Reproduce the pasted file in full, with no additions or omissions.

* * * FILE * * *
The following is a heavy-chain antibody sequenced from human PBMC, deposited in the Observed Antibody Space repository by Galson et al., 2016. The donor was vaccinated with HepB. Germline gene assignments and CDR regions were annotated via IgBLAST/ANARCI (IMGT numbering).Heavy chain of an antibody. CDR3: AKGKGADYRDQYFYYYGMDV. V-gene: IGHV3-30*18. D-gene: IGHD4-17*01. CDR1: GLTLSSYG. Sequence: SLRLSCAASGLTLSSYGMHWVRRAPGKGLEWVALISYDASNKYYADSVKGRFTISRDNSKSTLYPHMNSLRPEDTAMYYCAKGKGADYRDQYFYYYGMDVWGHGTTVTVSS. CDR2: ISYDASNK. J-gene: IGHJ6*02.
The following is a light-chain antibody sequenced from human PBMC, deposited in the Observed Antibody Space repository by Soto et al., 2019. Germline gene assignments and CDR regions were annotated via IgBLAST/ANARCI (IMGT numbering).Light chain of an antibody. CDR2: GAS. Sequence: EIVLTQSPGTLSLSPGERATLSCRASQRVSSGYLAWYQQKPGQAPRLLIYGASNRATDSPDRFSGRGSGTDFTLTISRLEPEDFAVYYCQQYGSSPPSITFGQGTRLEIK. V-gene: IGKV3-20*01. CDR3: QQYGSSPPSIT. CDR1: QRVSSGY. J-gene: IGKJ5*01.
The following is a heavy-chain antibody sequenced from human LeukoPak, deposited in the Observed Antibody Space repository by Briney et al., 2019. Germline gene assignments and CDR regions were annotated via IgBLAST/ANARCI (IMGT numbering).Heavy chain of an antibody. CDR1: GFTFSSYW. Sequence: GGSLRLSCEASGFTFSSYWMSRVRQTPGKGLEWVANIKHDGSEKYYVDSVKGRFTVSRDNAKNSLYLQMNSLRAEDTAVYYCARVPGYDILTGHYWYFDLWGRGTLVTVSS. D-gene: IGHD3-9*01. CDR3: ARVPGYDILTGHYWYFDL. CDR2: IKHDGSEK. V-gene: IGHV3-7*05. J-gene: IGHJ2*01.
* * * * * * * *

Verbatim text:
The following is a heavy-chain antibody sequenced from human PBMC, deposited in the Observed Antibody Space repository by Galson et al., 2016. The donor was vaccinated with HepB. Germline gene assignments and CDR regions were annotated via IgBLAST/ANARCI (IMGT numbering).Heavy chain of an antibody. CDR3: AKGKGADYRDQYFYYYGMDV. V-gene: IGHV3-30*18. D-gene: IGHD4-17*01. CDR1: GLTLSSYG. Sequence: SLRLSCAASGLTLSSYGMHWVRRAPGKGLEWVALISYDASNKYYADSVKGRFTISRDNSKSTLYPHMNSLRPEDTAMYYCAKGKGADYRDQYFYYYGMDVWGHGTTVTVSS. CDR2: ISYDASNK. J-gene: IGHJ6*02.
The following is a light-chain antibody sequenced from human PBMC, deposited in the Observed Antibody Space repository by Soto et al., 2019. Germline gene assignments and CDR regions were annotated via IgBLAST/ANARCI (IMGT numbering).Light chain of an antibody. CDR2: GAS. Sequence: EIVLTQSPGTLSLSPGERATLSCRASQRVSSGYLAWYQQKPGQAPRLLIYGASNRATDSPDRFSGRGSGTDFTLTISRLEPEDFAVYYCQQYGSSPPSITFGQGTRLEIK. V-gene: IGKV3-20*01. CDR3: QQYGSSPPSIT. CDR1: QRVSSGY. J-gene: IGKJ5*01.
The following is a heavy-chain antibody sequenced from human LeukoPak, deposited in the Observed Antibody Space repository by Briney et al., 2019. Germline gene assignments and CDR regions were annotated via IgBLAST/ANARCI (IMGT numbering).Heavy chain of an antibody. CDR1: GFTFSSYW. Sequence: GGSLRLSCEASGFTFSSYWMSRVRQTPGKGLEWVANIKHDGSEKYYVDSVKGRFTVSRDNAKNSLYLQMNSLRAEDTAVYYCARVPGYDILTGHYWYFDLWGRGTLVTVSS. D-gene: IGHD3-9*01. CDR3: ARVPGYDILTGHYWYFDL. CDR2: IKHDGSEK. V-gene: IGHV3-7*05. J-gene: IGHJ2*01.